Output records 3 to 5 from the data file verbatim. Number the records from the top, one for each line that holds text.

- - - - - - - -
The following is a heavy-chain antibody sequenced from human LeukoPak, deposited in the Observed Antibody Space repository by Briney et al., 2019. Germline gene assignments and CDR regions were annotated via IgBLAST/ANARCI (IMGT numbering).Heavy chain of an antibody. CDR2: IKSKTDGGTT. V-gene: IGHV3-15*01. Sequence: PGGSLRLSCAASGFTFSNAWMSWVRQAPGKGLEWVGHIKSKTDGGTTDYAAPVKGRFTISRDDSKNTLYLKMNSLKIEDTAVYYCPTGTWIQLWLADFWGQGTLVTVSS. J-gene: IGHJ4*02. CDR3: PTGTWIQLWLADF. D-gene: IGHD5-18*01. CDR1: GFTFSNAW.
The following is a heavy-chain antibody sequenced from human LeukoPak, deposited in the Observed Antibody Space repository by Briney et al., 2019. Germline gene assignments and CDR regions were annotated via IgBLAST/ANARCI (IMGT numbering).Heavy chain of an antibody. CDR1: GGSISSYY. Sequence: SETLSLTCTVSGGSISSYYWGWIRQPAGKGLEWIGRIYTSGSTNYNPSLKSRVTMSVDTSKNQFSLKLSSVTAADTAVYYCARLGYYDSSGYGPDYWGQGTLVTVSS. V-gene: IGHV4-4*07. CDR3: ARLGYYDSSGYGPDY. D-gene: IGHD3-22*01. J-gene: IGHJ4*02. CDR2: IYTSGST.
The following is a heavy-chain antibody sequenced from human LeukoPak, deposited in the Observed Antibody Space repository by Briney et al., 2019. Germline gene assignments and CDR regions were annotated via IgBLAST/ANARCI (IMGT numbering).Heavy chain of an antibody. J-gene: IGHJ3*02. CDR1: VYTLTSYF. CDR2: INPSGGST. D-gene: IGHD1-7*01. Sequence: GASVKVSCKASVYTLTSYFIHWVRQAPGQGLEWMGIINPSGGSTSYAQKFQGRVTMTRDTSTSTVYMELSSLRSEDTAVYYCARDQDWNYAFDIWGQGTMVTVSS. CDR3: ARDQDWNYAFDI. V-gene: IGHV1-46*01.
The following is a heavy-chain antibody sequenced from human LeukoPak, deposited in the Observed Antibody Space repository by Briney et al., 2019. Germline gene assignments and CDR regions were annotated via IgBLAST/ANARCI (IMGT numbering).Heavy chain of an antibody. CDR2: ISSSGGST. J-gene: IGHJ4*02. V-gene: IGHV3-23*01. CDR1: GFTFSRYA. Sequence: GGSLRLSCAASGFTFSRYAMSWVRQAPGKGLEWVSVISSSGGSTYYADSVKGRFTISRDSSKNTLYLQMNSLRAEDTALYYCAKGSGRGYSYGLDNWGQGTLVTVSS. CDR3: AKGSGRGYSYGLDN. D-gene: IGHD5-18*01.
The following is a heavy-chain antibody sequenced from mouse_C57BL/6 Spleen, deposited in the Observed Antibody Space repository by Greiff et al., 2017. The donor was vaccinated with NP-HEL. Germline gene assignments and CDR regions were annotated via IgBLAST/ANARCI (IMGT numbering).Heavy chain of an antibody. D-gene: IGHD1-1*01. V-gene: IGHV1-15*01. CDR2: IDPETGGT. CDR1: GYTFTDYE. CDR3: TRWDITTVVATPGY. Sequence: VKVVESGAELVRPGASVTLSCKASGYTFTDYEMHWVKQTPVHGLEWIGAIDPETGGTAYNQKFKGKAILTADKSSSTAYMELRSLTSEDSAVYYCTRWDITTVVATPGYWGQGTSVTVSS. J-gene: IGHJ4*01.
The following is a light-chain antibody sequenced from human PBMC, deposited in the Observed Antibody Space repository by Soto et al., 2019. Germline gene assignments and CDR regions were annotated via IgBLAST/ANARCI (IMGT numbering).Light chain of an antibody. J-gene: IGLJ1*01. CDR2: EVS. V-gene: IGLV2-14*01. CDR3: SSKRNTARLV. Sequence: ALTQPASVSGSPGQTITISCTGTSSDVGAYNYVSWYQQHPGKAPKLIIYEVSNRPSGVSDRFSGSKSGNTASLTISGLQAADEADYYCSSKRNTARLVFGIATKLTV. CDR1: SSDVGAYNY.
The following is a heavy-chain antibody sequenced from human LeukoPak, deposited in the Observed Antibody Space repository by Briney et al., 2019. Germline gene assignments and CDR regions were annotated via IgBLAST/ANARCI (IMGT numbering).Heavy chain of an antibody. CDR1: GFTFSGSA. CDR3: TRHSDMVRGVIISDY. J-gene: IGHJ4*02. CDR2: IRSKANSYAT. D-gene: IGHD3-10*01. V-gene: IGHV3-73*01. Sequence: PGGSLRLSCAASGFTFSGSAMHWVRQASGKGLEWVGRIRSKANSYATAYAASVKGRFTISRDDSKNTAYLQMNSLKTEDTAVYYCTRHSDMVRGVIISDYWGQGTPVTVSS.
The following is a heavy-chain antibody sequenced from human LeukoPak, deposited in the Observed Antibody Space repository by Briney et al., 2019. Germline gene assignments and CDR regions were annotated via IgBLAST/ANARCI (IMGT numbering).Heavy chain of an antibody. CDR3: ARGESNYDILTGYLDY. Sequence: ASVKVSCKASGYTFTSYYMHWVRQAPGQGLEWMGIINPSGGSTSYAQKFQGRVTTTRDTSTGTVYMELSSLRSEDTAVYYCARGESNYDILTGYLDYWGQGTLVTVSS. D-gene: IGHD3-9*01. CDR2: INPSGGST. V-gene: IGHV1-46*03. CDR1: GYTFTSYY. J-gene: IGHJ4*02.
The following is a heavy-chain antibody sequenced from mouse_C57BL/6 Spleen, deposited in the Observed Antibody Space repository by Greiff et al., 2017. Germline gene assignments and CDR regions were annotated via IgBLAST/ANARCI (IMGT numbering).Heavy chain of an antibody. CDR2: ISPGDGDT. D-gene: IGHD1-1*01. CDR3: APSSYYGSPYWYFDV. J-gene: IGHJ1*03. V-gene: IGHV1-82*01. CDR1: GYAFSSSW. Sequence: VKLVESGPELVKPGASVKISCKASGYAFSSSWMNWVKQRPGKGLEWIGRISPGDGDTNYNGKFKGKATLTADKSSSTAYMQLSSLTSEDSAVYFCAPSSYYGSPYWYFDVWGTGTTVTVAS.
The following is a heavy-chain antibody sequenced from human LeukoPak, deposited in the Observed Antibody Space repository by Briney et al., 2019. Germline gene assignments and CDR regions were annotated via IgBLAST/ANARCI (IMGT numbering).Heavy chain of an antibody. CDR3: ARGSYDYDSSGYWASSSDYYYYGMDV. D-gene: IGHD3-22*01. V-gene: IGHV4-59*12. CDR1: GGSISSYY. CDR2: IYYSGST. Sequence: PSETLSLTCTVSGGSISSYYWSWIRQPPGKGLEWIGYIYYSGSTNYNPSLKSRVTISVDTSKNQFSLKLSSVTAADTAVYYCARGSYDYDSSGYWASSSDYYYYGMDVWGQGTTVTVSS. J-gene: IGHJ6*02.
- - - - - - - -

The following is a heavy-chain antibody sequenced from human LeukoPak, deposited in the Observed Antibody Space repository by Briney et al., 2019. Germline gene assignments and CDR regions were annotated via IgBLAST/ANARCI (IMGT numbering).Heavy chain of an antibody. J-gene: IGHJ3*02. CDR1: VYTLTSYF. CDR2: INPSGGST. D-gene: IGHD1-7*01. Sequence: GASVKVSCKASVYTLTSYFIHWVRQAPGQGLEWMGIINPSGGSTSYAQKFQGRVTMTRDTSTSTVYMELSSLRSEDTAVYYCARDQDWNYAFDIWGQGTMVTVSS. CDR3: ARDQDWNYAFDI. V-gene: IGHV1-46*01.
The following is a heavy-chain antibody sequenced from human LeukoPak, deposited in the Observed Antibody Space repository by Briney et al., 2019. Germline gene assignments and CDR regions were annotated via IgBLAST/ANARCI (IMGT numbering).Heavy chain of an antibody. CDR2: ISSSGGST. J-gene: IGHJ4*02. V-gene: IGHV3-23*01. CDR1: GFTFSRYA. Sequence: GGSLRLSCAASGFTFSRYAMSWVRQAPGKGLEWVSVISSSGGSTYYADSVKGRFTISRDSSKNTLYLQMNSLRAEDTALYYCAKGSGRGYSYGLDNWGQGTLVTVSS. CDR3: AKGSGRGYSYGLDN. D-gene: IGHD5-18*01.
The following is a heavy-chain antibody sequenced from mouse_C57BL/6 Spleen, deposited in the Observed Antibody Space repository by Greiff et al., 2017. The donor was vaccinated with NP-HEL. Germline gene assignments and CDR regions were annotated via IgBLAST/ANARCI (IMGT numbering).Heavy chain of an antibody. D-gene: IGHD1-1*01. V-gene: IGHV1-15*01. CDR2: IDPETGGT. CDR1: GYTFTDYE. CDR3: TRWDITTVVATPGY. Sequence: VKVVESGAELVRPGASVTLSCKASGYTFTDYEMHWVKQTPVHGLEWIGAIDPETGGTAYNQKFKGKAILTADKSSSTAYMELRSLTSEDSAVYYCTRWDITTVVATPGYWGQGTSVTVSS. J-gene: IGHJ4*01.